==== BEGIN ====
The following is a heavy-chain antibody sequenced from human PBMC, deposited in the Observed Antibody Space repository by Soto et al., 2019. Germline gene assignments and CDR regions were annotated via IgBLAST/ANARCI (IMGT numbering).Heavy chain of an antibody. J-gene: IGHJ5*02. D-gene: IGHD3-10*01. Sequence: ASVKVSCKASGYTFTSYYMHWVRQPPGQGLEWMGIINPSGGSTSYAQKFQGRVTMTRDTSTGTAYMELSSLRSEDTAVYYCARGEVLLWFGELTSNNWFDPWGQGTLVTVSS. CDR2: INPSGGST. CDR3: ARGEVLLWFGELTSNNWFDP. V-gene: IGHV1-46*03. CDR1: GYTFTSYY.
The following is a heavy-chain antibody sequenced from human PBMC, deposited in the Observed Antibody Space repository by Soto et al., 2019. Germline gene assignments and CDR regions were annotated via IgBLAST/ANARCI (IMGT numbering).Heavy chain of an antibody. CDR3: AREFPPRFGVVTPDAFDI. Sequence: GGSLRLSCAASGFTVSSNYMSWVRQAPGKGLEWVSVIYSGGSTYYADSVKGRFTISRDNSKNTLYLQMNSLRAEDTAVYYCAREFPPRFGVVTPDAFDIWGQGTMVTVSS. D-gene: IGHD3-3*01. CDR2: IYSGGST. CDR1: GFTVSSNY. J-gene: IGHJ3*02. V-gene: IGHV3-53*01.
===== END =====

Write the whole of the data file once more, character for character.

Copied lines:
The following is a heavy-chain antibody sequenced from human PBMC, deposited in the Observed Antibody Space repository by Soto et al., 2019. Germline gene assignments and CDR regions were annotated via IgBLAST/ANARCI (IMGT numbering).Heavy chain of an antibody. J-gene: IGHJ5*02. D-gene: IGHD3-10*01. Sequence: ASVKVSCKASGYTFTSYYMHWVRQPPGQGLEWMGIINPSGGSTSYAQKFQGRVTMTRDTSTGTAYMELSSLRSEDTAVYYCARGEVLLWFGELTSNNWFDPWGQGTLVTVSS. CDR2: INPSGGST. CDR3: ARGEVLLWFGELTSNNWFDP. V-gene: IGHV1-46*03. CDR1: GYTFTSYY.
The following is a heavy-chain antibody sequenced from human PBMC, deposited in the Observed Antibody Space repository by Soto et al., 2019. Germline gene assignments and CDR regions were annotated via IgBLAST/ANARCI (IMGT numbering).Heavy chain of an antibody. CDR3: AREFPPRFGVVTPDAFDI. Sequence: GGSLRLSCAASGFTVSSNYMSWVRQAPGKGLEWVSVIYSGGSTYYADSVKGRFTISRDNSKNTLYLQMNSLRAEDTAVYYCAREFPPRFGVVTPDAFDIWGQGTMVTVSS. D-gene: IGHD3-3*01. CDR2: IYSGGST. CDR1: GFTVSSNY. J-gene: IGHJ3*02. V-gene: IGHV3-53*01.